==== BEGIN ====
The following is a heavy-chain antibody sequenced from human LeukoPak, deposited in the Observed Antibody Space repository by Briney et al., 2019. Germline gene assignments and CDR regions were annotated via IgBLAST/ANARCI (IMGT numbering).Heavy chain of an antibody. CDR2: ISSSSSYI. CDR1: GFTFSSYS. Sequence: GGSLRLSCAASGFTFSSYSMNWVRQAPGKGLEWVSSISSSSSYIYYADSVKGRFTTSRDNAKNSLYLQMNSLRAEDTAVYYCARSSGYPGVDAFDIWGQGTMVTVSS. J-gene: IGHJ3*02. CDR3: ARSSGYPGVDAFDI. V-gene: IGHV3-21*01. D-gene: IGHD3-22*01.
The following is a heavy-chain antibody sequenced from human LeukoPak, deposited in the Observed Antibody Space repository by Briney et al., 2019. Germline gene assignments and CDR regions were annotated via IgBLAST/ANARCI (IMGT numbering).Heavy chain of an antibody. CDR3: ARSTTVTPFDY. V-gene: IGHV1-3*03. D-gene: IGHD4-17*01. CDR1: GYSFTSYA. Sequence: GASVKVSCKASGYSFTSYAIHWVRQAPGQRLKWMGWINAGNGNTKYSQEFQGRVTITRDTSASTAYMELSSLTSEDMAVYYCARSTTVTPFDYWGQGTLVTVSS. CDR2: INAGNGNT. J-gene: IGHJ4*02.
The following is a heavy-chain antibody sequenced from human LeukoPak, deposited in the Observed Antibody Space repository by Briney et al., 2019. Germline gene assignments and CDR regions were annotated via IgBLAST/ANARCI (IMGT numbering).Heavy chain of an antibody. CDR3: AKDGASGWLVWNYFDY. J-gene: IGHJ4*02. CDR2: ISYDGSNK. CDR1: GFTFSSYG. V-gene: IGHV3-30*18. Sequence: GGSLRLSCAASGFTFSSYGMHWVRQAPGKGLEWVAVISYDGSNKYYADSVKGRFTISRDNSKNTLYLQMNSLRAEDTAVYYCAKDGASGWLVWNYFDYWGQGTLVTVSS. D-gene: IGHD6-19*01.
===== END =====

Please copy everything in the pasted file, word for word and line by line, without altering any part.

The following is a heavy-chain antibody sequenced from human LeukoPak, deposited in the Observed Antibody Space repository by Briney et al., 2019. Germline gene assignments and CDR regions were annotated via IgBLAST/ANARCI (IMGT numbering).Heavy chain of an antibody. CDR2: ISSSSSYI. CDR1: GFTFSSYS. Sequence: GGSLRLSCAASGFTFSSYSMNWVRQAPGKGLEWVSSISSSSSYIYYADSVKGRFTTSRDNAKNSLYLQMNSLRAEDTAVYYCARSSGYPGVDAFDIWGQGTMVTVSS. J-gene: IGHJ3*02. CDR3: ARSSGYPGVDAFDI. V-gene: IGHV3-21*01. D-gene: IGHD3-22*01.
The following is a heavy-chain antibody sequenced from human LeukoPak, deposited in the Observed Antibody Space repository by Briney et al., 2019. Germline gene assignments and CDR regions were annotated via IgBLAST/ANARCI (IMGT numbering).Heavy chain of an antibody. CDR3: ARSTTVTPFDY. V-gene: IGHV1-3*03. D-gene: IGHD4-17*01. CDR1: GYSFTSYA. Sequence: GASVKVSCKASGYSFTSYAIHWVRQAPGQRLKWMGWINAGNGNTKYSQEFQGRVTITRDTSASTAYMELSSLTSEDMAVYYCARSTTVTPFDYWGQGTLVTVSS. CDR2: INAGNGNT. J-gene: IGHJ4*02.
The following is a heavy-chain antibody sequenced from human LeukoPak, deposited in the Observed Antibody Space repository by Briney et al., 2019. Germline gene assignments and CDR regions were annotated via IgBLAST/ANARCI (IMGT numbering).Heavy chain of an antibody. CDR3: AKDGASGWLVWNYFDY. J-gene: IGHJ4*02. CDR2: ISYDGSNK. CDR1: GFTFSSYG. V-gene: IGHV3-30*18. Sequence: GGSLRLSCAASGFTFSSYGMHWVRQAPGKGLEWVAVISYDGSNKYYADSVKGRFTISRDNSKNTLYLQMNSLRAEDTAVYYCAKDGASGWLVWNYFDYWGQGTLVTVSS. D-gene: IGHD6-19*01.